A look at Japan may give U.S. a clue of the results of a shortage of caregivers to assist the elderly.
An increasing aging population in the U.S. may result in problems, including not having enough trained caregivers to assist the aging populace, as well as funding the proper care for seniors. A quick look a Japan reveals some strange results from the problems, according to Quartz in "Nearly 20% of women inmates in Japan's prisons are seniors."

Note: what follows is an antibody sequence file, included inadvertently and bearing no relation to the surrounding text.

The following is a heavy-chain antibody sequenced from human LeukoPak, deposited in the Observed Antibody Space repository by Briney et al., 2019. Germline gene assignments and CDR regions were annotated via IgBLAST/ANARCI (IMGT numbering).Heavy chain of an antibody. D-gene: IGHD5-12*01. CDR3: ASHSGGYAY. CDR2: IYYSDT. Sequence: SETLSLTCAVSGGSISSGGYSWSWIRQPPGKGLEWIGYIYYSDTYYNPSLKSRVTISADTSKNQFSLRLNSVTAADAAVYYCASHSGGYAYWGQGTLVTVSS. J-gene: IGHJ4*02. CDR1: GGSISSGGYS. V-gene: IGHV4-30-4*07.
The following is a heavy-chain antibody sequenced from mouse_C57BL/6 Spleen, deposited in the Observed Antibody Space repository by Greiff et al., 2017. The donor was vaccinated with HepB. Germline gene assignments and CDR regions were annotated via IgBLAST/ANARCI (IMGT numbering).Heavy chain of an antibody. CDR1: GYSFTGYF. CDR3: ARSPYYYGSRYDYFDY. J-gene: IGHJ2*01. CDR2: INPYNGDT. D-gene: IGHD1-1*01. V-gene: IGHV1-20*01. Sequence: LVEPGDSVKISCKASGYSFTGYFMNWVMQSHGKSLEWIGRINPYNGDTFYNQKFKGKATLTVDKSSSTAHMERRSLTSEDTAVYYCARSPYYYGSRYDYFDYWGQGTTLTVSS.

About one-quarter of elderly Japanese women are living in poverty. To get enough to eat and to have shelter, they are turning to minor crimes such as shoplifting so they will get arrested and go to jail. In jail, they have beds and are served three meals a day.
This phenomenon of sorts forces Japan to deal with their aging population and the lack of caregivers by spending money to provide the care in prison, instead of on the outside.
Reference: Quartz (March 18, 2018) "Nearly 20% of women inmates in Japan's prisons are seniors."